A newbie win!

By John Timm


Timm,John (2200) - IM Glazer,Helmut (2470) [B74]
2nd NAPZ, 1994

1.e4 c5 2.Nf3 d6 3.d4 cxd4 4.Nxd4 Nf6 5.Nc3 g6 6.Be3 Bg7 7.Be2

This was my first international tournament. I was sure a 2470 IM was very strong,
and knew lots of theory which was not readily available. So White avoids
the "modern" Yugoslav attack and plays an "old-fashioned" system. Remember
that this was 1994, and that most players (myself included) did not have home
PCs, chess-playing programs, or computer databases.

7...Nc6 8.0-0 0-0 9.Nb3 b6?!


According to theory, Black can equalize by trading off pieces on c4 or
g4 after 9 ... Be6; 10 f4, Na5 or Qc8. But in a tournament with 7 2400+ players, and
a handful of unrated (nominally 2200) players such as myself, it could make sense
for a 2470 Black to avoid exchanges and try for more than equality.

10.f4 Bb7 11.Bf3 Rc8 12.Qd2 Qc7?!

Very passive. Black needs counterplay, and should try 12 ... Qd7 with the idea of
Ng4, or 12 ... Nd7!? with the idea of 13 ... B:c3 and if 14 Q:c3, then Nce5.

13.Rad1 Rfe8 14.Rfe1 Nd8

Black's avoidance of theory and exchanges isn't working out. The natural-looking
14 ... a6 just creates a weakness on b6, and White increases his advantage by Qf2 or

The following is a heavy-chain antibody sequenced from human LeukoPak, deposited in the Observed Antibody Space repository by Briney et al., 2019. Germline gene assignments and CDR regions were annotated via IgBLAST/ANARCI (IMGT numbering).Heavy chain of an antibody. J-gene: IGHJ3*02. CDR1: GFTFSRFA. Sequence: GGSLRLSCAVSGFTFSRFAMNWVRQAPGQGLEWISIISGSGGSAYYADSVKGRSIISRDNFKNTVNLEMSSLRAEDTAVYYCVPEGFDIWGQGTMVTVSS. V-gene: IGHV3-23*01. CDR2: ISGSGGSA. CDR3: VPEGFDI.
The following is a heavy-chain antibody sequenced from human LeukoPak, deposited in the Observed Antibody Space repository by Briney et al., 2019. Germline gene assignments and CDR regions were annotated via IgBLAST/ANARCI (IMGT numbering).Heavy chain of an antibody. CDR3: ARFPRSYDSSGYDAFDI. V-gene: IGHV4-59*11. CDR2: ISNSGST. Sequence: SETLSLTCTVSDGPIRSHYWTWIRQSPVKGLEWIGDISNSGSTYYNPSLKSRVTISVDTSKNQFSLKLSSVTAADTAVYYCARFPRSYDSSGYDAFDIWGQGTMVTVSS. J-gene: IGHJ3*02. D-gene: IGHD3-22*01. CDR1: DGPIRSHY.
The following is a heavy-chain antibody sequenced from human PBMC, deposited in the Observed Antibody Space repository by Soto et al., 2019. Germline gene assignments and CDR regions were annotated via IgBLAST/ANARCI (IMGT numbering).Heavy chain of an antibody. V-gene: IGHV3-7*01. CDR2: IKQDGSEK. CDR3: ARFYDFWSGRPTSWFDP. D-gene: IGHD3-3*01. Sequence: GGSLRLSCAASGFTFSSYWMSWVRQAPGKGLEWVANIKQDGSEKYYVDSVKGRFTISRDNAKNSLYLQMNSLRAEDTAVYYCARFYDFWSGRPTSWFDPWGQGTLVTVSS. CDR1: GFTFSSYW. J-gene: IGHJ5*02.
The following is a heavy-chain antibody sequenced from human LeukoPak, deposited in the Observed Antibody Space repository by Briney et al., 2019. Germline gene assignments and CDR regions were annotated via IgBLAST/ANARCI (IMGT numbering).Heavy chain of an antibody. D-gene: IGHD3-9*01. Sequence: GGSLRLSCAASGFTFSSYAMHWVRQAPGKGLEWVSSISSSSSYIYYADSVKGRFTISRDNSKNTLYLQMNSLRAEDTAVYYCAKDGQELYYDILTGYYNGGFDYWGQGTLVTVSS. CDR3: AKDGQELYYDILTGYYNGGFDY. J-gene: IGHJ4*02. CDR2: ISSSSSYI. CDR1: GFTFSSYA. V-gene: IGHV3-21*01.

Na4 or Nd5 forcing ...N:d5.

15.Nd4 a6

Now b6 is shielded by Nd4, but White has another idea.

16.Bf2 b5 17.e5!



This must be the right idea. White, unlike Black, has all his pieces developed,
and ...Nd8 interferes with the cooperation between Black's Rooks and has left e5 temporarily undefended. In other words, the tactics "should" work, but still need to be calculated.

17...Bxf3 18.exf6 b4!

[Not 18...Bxd1? 19.Nd5 Qc4 20.Nxe7+ Rxe7 21.fxe7 Ne6 22.Nxe6 fxe6 23.b3 Qc7
24.Rxe6 Re8 25.Qd5! Kh8 (25...Bxc2? 26.Rxg6+! Kh8 27.Rxg7! mates quickly) 26.Qxd1+-]

19.Rxe7 Rxe7 20.fxe7 Qxe7 21.Nxf3 bxc3 22.bxc3 Nb7 23.Qd3 Rxc3


Probably best. After 23 ... a5, White has a combination of advantages: extra
doubled pawn, two weak Black pawns, stable center squares for White's pieces.
But now the White a-pawn is dangerous.

24.Qxa6 Rxc2 25.Qa8+ Nd8 26.a4 Ra2 27.Re1 Qf8 28.Rc1 Qe8 29.Bb6 Bf6 30.Re1 Qd7

[Not 30...Qc6?? 31.Bxd8!+-]

31.a5 Kg7 32.Qd5 Qa4 33.Ng5 Qc2 34.Kh1 Ne6 35.Rxe6! Ra1+


[35...Qb1+? 36.Bg1 fxe6 (36...Ra1 37.Re1!+-) 37.Nxe6+ Kh6 38.g4[]+-
threatening 39 Qg5+!! with mate.]

36.Bg1 Rxg1+

[36...fxe6 37.Qb7+ mates.]

37.Kxg1 Qc1+ 38.Kf2 Qxf4+ 39.Ke2 Qg4+ 40.Kf2 Bd4+
41.Ke1 Bc3+ 42.Kf1 fxe6 43.Nxe6+ Kf6


Black has material equality but White is winning due to the dual threats: against the
King and to trade Queens and win with the passed a-pawn.

44.Nd8! Qf4+ 45.Ke2 Qg4+ 46.Ke3 Qd7 47.Qf3+!+- Kg7

[47...Ke7 48.Nc6+ Ke8 49.Qd5+-]

48.Qb7 Qxb7 49.Nxb7 Be5 50.h3 Kf6 51.a6 Bh2 52.Kf3 Bg1 53.Nxd6




Main Page  |  Issue 01  |  Issue 0 Issue 03  Issue 04  Issue 05


Copyright 2004,  International  Correspondence  Chess  Federation

    This page is maintained by     Raymond Boger